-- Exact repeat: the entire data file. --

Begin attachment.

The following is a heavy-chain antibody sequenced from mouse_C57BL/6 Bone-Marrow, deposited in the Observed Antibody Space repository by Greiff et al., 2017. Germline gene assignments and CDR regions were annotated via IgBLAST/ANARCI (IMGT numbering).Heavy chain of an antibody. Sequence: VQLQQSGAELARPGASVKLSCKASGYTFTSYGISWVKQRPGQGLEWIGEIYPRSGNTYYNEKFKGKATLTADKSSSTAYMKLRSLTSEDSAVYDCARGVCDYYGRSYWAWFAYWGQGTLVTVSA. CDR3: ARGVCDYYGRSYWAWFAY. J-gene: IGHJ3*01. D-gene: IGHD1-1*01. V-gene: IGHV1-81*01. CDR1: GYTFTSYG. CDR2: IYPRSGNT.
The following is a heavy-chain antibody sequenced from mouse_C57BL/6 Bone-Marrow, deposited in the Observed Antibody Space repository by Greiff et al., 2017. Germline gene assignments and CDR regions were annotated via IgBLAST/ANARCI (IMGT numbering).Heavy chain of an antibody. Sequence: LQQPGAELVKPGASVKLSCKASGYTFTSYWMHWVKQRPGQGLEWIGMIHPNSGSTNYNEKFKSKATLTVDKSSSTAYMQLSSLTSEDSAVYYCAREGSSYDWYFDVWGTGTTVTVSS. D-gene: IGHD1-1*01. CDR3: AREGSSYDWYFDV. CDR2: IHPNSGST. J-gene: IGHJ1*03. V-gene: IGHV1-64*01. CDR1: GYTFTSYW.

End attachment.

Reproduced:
The following is a heavy-chain antibody sequenced from mouse_C57BL/6 Bone-Marrow, deposited in the Observed Antibody Space repository by Greiff et al., 2017. Germline gene assignments and CDR regions were annotated via IgBLAST/ANARCI (IMGT numbering).Heavy chain of an antibody. Sequence: VQLQQSGAELARPGASVKLSCKASGYTFTSYGISWVKQRPGQGLEWIGEIYPRSGNTYYNEKFKGKATLTADKSSSTAYMKLRSLTSEDSAVYDCARGVCDYYGRSYWAWFAYWGQGTLVTVSA. CDR3: ARGVCDYYGRSYWAWFAY. J-gene: IGHJ3*01. D-gene: IGHD1-1*01. V-gene: IGHV1-81*01. CDR1: GYTFTSYG. CDR2: IYPRSGNT.
The following is a heavy-chain antibody sequenced from mouse_C57BL/6 Bone-Marrow, deposited in the Observed Antibody Space repository by Greiff et al., 2017. Germline gene assignments and CDR regions were annotated via IgBLAST/ANARCI (IMGT numbering).Heavy chain of an antibody. Sequence: LQQPGAELVKPGASVKLSCKASGYTFTSYWMHWVKQRPGQGLEWIGMIHPNSGSTNYNEKFKSKATLTVDKSSSTAYMQLSSLTSEDSAVYYCAREGSSYDWYFDVWGTGTTVTVSS. D-gene: IGHD1-1*01. CDR3: AREGSSYDWYFDV. CDR2: IHPNSGST. J-gene: IGHJ1*03. V-gene: IGHV1-64*01. CDR1: GYTFTSYW.